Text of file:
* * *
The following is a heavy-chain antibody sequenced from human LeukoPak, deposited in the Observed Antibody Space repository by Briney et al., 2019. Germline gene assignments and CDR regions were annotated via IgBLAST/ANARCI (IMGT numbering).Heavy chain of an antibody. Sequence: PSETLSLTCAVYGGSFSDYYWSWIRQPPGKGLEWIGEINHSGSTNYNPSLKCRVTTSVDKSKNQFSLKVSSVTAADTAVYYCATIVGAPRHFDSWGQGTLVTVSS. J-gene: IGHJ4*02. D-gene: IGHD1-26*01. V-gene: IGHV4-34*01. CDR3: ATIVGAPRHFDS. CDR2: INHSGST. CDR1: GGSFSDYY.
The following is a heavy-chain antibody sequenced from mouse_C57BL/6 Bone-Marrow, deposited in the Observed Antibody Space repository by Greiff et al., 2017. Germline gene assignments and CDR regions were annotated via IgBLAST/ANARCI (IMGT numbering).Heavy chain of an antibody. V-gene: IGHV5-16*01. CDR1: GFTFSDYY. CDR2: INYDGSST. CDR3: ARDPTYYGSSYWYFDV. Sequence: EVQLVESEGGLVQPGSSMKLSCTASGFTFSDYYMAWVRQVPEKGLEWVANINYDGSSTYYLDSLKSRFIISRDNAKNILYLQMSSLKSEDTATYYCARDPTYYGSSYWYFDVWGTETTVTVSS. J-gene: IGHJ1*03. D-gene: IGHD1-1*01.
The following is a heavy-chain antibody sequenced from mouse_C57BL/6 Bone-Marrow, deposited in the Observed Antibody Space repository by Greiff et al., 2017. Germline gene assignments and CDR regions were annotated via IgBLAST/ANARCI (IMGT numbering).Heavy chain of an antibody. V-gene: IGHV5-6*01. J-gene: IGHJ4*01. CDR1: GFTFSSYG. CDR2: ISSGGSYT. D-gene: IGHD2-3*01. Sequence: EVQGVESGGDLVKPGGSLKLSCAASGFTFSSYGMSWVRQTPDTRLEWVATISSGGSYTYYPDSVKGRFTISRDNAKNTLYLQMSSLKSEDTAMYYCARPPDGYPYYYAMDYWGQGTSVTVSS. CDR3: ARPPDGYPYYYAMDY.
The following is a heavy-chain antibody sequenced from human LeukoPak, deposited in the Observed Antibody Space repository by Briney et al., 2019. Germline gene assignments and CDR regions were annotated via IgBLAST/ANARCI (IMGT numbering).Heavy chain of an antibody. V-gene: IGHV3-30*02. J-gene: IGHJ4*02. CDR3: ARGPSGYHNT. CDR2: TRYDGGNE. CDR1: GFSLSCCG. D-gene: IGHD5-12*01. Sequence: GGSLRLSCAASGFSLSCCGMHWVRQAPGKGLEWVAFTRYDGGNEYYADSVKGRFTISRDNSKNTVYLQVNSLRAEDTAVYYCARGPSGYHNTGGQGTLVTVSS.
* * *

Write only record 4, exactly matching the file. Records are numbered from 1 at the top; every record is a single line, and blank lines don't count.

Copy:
The following is a heavy-chain antibody sequenced from human LeukoPak, deposited in the Observed Antibody Space repository by Briney et al., 2019. Germline gene assignments and CDR regions were annotated via IgBLAST/ANARCI (IMGT numbering).Heavy chain of an antibody. V-gene: IGHV3-30*02. J-gene: IGHJ4*02. CDR3: ARGPSGYHNT. CDR2: TRYDGGNE. CDR1: GFSLSCCG. D-gene: IGHD5-12*01. Sequence: GGSLRLSCAASGFSLSCCGMHWVRQAPGKGLEWVAFTRYDGGNEYYADSVKGRFTISRDNSKNTVYLQVNSLRAEDTAVYYCARGPSGYHNTGGQGTLVTVSS.